Facial symmetry contributes to perceptions of attraction. | Photo Illustration by Joseph Pack/Mustang News

Savannah Sperry
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For human beings, there are few things more compelling than physical attraction.

Cal Poly is regularly deemed an attractive campus, which creates a unique set of pressures on its student population.

“Cal Poly has had that reputation for decades,” psychology professor Laura Freberg said. “Even in the ’80s, when I started working here, there were ‘Poly Dollys.’ That reputation has built upon itself.”

What ultimately makes Cal Poly an attractive, and therefore socially competitive, campus is the student body being young, ethnically homogenous and increasingly affluent, Freberg said.

“It’s much more affluent than it used to be, which is probably a result of the recession — a lot more wealthy families are choosing to send their kids to less expensive universities like Cal Poly,” she said.

For both men and women, one of the main factors in choosing a partner is physical attractiveness. Though this isn’t necessarily defined the same way among all people, there are certain consistencies and a general set of biological rules that determine what we find to be physically attractive.

The first rule is facial symmetry.

“Symmetry is a reflection of genetic health; you can almost anticipate somebody’s genetic health based on their objective symmetry,”  Freberg said. “We’re not alone as a species. When you look at attractiveness to animals, they’re also tuned in on that symmetry. It’s just something we like to look at.”

Also pivotal in the science behind physical attraction is smell, which comes from the immune system.

“People find body odors similar to their own repulsive and body odors that are distinct from their own attractive,” Freberg said.

This likely discouraged inbreeding throughout human evolution, Freberg said, as odor could prevent you from partnering with someone too genetically similar.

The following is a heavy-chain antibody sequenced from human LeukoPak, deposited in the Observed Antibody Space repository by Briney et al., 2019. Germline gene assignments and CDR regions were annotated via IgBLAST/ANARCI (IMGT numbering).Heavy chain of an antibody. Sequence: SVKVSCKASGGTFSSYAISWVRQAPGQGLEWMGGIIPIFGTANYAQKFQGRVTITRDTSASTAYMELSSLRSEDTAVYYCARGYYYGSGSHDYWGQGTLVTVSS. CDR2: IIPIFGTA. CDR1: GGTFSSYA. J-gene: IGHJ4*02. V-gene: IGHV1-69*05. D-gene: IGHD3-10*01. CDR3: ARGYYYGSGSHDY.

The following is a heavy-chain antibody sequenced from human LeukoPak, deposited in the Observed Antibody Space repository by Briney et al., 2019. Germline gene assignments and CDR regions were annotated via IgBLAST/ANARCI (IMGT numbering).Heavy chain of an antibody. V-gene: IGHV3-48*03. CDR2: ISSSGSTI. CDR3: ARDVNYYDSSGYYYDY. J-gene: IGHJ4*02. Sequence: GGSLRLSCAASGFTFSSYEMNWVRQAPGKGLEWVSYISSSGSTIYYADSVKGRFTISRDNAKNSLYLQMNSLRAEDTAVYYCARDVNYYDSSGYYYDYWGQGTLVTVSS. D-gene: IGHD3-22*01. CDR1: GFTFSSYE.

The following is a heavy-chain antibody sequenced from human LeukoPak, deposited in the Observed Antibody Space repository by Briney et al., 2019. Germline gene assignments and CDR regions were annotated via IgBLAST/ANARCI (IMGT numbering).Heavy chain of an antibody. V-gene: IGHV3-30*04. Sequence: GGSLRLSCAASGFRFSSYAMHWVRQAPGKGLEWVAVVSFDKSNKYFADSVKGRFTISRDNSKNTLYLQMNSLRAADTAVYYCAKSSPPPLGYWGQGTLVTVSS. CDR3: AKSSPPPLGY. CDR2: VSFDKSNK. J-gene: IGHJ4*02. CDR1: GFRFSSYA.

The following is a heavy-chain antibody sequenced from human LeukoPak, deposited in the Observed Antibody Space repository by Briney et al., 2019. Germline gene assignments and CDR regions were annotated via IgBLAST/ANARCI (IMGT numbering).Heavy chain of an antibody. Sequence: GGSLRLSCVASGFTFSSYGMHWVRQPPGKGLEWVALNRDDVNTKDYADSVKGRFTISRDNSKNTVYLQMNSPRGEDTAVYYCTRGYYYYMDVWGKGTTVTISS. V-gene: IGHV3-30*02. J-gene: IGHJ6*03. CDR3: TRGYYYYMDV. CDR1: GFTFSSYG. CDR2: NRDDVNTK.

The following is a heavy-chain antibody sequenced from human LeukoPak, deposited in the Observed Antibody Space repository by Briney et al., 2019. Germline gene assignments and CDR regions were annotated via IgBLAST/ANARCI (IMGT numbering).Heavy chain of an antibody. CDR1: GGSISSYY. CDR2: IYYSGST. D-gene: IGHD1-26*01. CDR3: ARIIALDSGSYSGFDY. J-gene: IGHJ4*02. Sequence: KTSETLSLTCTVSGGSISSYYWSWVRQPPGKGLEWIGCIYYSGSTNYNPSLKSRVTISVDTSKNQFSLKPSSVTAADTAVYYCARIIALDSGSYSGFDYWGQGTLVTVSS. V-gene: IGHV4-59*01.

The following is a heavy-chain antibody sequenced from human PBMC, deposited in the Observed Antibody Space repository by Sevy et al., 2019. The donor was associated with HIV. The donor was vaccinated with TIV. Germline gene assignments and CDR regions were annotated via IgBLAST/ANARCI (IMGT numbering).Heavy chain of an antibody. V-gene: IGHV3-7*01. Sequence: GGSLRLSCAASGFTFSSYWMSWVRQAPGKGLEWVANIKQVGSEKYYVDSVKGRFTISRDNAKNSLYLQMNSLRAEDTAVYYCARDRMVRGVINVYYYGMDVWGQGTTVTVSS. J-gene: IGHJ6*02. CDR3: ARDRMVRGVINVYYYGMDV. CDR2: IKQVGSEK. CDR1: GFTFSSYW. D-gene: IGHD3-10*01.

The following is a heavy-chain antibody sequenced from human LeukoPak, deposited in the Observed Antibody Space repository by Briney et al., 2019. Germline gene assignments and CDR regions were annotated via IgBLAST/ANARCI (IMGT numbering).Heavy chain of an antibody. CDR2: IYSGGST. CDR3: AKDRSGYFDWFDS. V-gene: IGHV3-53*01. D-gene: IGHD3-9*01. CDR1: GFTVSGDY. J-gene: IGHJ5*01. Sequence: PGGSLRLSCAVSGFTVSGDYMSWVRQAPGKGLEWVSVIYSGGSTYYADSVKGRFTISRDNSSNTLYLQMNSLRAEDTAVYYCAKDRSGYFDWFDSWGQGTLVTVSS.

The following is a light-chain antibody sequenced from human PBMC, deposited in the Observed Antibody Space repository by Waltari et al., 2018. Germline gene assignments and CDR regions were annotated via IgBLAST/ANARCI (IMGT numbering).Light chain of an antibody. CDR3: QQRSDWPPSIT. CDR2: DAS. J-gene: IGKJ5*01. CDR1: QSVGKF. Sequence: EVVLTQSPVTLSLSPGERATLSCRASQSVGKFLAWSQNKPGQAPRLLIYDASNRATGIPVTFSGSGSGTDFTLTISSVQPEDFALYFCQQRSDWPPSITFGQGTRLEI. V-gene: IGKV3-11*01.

Attraction is not all biological — some of it is cognitive.

“Usually what offsets physical attractiveness is economic stability, and that’s cross-cultural,” Freberg said.

Globally, females tend to be more attentive to their partners’ economic stability. Intellect and humor are also cognitive driving forces of attraction.

“There has always been a differential gender issue of intellect,” Freberg said. “Anything men can do to make themselves look more intelligent is a big plus. One of the types of behavior that falls into that is the use of humor. Humor is something that males specifically do when they’re trying to impress females.”

Men typically make use of more elaborate vocabulary when trying to impress women through conversational humor.

How we rank our own physical attractiveness also helps determine who we pair with.

“In our heads, we have a sense that we can put ourselves somewhere on a scale of one to 10, and people seem to know that they match up with others accordingly to that scale,” Freberg said.

Physical attraction aside, the binding element in partner bonding lies in what we know as chemistry, which is immediately noticed, though difficult to define and understand.

“One of the lessons I wish people all knew is that you can’t make somebody like you,” Freeberg said. “If you don’t have that immediate chemistry, it’s kind of a deal-breaker.”

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1 Comment

  1. “What ultimately makes Cal Poly an attractive, and therefore socially competitive campus is the student body being young, ETHNICALLY HOMOGENOUS and increasingly affluent”

    Wow, what a shockingly racist statement. What makes Cal Poly students attractive, quoted directly from this article? Our skin color. Disgusting.

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